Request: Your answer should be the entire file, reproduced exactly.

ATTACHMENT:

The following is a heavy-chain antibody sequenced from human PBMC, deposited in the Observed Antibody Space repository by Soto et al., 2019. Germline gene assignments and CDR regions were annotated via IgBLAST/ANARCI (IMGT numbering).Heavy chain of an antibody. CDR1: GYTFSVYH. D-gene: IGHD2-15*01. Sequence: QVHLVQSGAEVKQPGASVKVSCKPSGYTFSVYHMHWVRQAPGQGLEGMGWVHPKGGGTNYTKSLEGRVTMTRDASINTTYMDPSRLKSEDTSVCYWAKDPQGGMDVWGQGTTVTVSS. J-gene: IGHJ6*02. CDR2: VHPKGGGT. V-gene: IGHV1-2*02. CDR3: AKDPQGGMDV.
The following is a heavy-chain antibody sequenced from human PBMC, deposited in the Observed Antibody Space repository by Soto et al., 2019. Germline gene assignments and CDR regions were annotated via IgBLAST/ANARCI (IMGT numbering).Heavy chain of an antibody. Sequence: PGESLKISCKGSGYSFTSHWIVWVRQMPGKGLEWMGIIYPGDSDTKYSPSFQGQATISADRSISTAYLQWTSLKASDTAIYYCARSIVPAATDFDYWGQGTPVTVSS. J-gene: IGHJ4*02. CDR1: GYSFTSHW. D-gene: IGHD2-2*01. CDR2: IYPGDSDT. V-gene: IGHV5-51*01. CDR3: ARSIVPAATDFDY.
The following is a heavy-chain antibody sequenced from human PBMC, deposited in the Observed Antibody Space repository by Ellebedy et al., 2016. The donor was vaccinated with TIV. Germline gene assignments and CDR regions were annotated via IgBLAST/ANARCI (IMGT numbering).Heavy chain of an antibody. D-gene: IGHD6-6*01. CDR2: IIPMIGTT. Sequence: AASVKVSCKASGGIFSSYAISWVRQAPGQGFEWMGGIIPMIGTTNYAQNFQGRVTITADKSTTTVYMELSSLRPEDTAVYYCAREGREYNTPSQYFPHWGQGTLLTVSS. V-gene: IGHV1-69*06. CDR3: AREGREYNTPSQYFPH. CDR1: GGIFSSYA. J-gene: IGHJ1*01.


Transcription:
The following is a heavy-chain antibody sequenced from human PBMC, deposited in the Observed Antibody Space repository by Soto et al., 2019. Germline gene assignments and CDR regions were annotated via IgBLAST/ANARCI (IMGT numbering).Heavy chain of an antibody. CDR1: GYTFSVYH. D-gene: IGHD2-15*01. Sequence: QVHLVQSGAEVKQPGASVKVSCKPSGYTFSVYHMHWVRQAPGQGLEGMGWVHPKGGGTNYTKSLEGRVTMTRDASINTTYMDPSRLKSEDTSVCYWAKDPQGGMDVWGQGTTVTVSS. J-gene: IGHJ6*02. CDR2: VHPKGGGT. V-gene: IGHV1-2*02. CDR3: AKDPQGGMDV.
The following is a heavy-chain antibody sequenced from human PBMC, deposited in the Observed Antibody Space repository by Soto et al., 2019. Germline gene assignments and CDR regions were annotated via IgBLAST/ANARCI (IMGT numbering).Heavy chain of an antibody. Sequence: PGESLKISCKGSGYSFTSHWIVWVRQMPGKGLEWMGIIYPGDSDTKYSPSFQGQATISADRSISTAYLQWTSLKASDTAIYYCARSIVPAATDFDYWGQGTPVTVSS. J-gene: IGHJ4*02. CDR1: GYSFTSHW. D-gene: IGHD2-2*01. CDR2: IYPGDSDT. V-gene: IGHV5-51*01. CDR3: ARSIVPAATDFDY.
The following is a heavy-chain antibody sequenced from human PBMC, deposited in the Observed Antibody Space repository by Ellebedy et al., 2016. The donor was vaccinated with TIV. Germline gene assignments and CDR regions were annotated via IgBLAST/ANARCI (IMGT numbering).Heavy chain of an antibody. D-gene: IGHD6-6*01. CDR2: IIPMIGTT. Sequence: AASVKVSCKASGGIFSSYAISWVRQAPGQGFEWMGGIIPMIGTTNYAQNFQGRVTITADKSTTTVYMELSSLRPEDTAVYYCAREGREYNTPSQYFPHWGQGTLLTVSS. V-gene: IGHV1-69*06. CDR3: AREGREYNTPSQYFPH. CDR1: GGIFSSYA. J-gene: IGHJ1*01.